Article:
The Blog

Why Being Diagnosed With CFS Changed My Life for the Better

Without a diagnosis, I was ashamed to live in my own sickly body. In a state of perpetual conflict, I'd psychologically disown it, wishing it belonged to someone else. I started lying to it, "You're fine - the problem is in your head".

I hid my undiagnosed illness for four years. It was my biggest, guiltiest secret; a shame-ridden enigma buried deep within me. I was trapped in limbo, and there transformed from a carefree twenty-something into a lonely, frightened woman. And without the support of doctors, was left to smilingly tolerate all of it.

During my futile visits to the GP, I'd have the same response, "Well, I can see you're upset, but there's nothing we can do. Would you like to try antidepressants?" Leaving in a hurry, cheeks stinging with humiliation, I'd vow each time never to go back. And one day I did stop, deciding instead to accept the fact that getting better wasn't an option. Then came the solution - I would never speak of the 'illness' again.

Without a diagnosis, I was ashamed to live in my own sickly body. In a state of perpetual conflict, I'd psychologically disown it, wishing it belonged to someone else. I started lying to it, "You're fine - the problem is in your head". And every time I lied, it hit me with an onslaught of terrible symptoms: a cruel form of rebuke.

Dissatisfied with lying to only myself, I started lying to my friends, family and colleagues too. The manifestations of ill-health were part of a long and tedious list: extreme fatigue, brain 'fog', paraesthesia, dysphasia, depression, anxiety and more. They were unrecognised by doctors and thus felt incommunicable to others. So rather than admitting I couldn't walk short distances, I would tell people that I had walked, when really I had taken the bus. When there was no choice but to walk, I would do so and suffer the consequences. It was less humiliating to endure pain in silence than admit I couldn't keep up with anyone.

And there were many times, of course, when I simply couldn't keep up. Many people acted as if these physical short-comings were a figment of my imagination, or perhaps, something I made up to ruin their day. They would get irritated when I wasn't up for a bike ride, or that I didn't want to stay up all night drinking in dingy house parties across London. And why wouldn't they? I could only give them made-up excuses in pained embarrassment. I felt like a freak. I now know how resolutely people believe in good old fashioned, NHS-approved labels. They don't want to hear your life story. They want to hear the one magic word that will tell them why you're a bit weird so they can get on with their lives.

On a downward trajectory there is little time for reflection - desperately clinging to normality, lest it should slip away, becomes your only ambition. I continued working and socialising and functioning. I was so keen to do things, everything, all the time, that I no longer cared about the possibility of getting better because I just wanted to be a regular young person. I would push really hard only to crash even harder. I bought a bike. I went on a rock climbing holiday, and secretly booked a week off work afterwards to recover. I went out partying most weekends and came home in the early hours, only to be completely exhausted for the following week's work. I even lived in Japan for a year as an English teacher.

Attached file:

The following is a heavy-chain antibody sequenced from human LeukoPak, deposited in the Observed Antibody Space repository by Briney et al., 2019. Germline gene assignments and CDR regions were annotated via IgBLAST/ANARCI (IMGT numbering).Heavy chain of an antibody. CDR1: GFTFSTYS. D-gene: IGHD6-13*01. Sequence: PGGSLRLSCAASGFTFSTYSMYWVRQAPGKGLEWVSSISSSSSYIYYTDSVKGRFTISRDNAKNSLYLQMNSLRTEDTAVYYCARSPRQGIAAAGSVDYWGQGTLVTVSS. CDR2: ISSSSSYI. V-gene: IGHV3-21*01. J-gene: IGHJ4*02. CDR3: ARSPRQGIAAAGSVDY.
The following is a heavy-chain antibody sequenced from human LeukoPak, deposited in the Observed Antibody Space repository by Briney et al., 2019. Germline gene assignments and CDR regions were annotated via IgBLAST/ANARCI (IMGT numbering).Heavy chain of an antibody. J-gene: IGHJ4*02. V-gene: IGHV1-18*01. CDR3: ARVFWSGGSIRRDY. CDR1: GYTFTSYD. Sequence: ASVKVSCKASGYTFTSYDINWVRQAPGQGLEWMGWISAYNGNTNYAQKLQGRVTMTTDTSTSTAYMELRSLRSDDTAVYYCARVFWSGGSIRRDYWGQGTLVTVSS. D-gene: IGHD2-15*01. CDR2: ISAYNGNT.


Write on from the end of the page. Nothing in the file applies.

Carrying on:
The inevitable deterioration of life crept in slowly - initially my self-esteem and dignity, then latterly, my job, social life and interests. By the end, I didn't even want to be healthy, I wanted people to believe that I was healthy, and I think I did a pretty good job. It's an achievement in itself how long I kept the charade going. However, after a big relapse this summer, I had to surrender to the fact that I was getting much worse. A couple of Skype conversations with my baffled but supportive family convinced me to move back home.

Back in England, there was another brief but agonizing struggle with doctors, after which I received a full diagnosis. I felt an indomitable avalanche of relief. It meant two things - I could finally stop pretending, and after I'd given up all hope, there would be a small chance of recovery.

It was a pivotal moment, being diagnosed. For many years, my symptoms were indistinguishable from one another: fatigue felt like depression, paraesthesia felt like anxiety, brain fog felt like early Alzheimer's. On one occasion, a doctor told me that CFS was a possibility, but downplayed any sort of diagnosis, lamenting poor treatments and a low improvement rate. My rallying cry was always, "How can I recover if I haven't been diagnosed?", a phrase met with the familiar blank expression. Once enlightened, I gained a crucial insight into my own well-being. I can now respond to and make objective measures of my physical and mental health, an essential tool for recovery. With a label for my illness, I can clearly inform those around me of the reasons for my limitations. And perhaps most importantly, I have learnt the difference between CFS symptoms and imminent death - something I had been convinced I was facing.

I feel I've been incredibly lucky. Despite having a life-altering illness, I've done more in the past few years than many healthy people. And even now, living at home with my parents, I am grateful to have renewed appreciation for the mundane activities that so many of us take for granted: I can get out of bed, read, write and walk. Recovery is slow and inconsistent, however. Some days I can do a lot and feel somewhat invigorated, and others, I'll huddle under the duvet watching stand-up comedy, waiting out the symptoms with the best patience I can muster. Yet with all this volatility comes great comfort, in the permanence of an authentic diagnosis: I have CFS.

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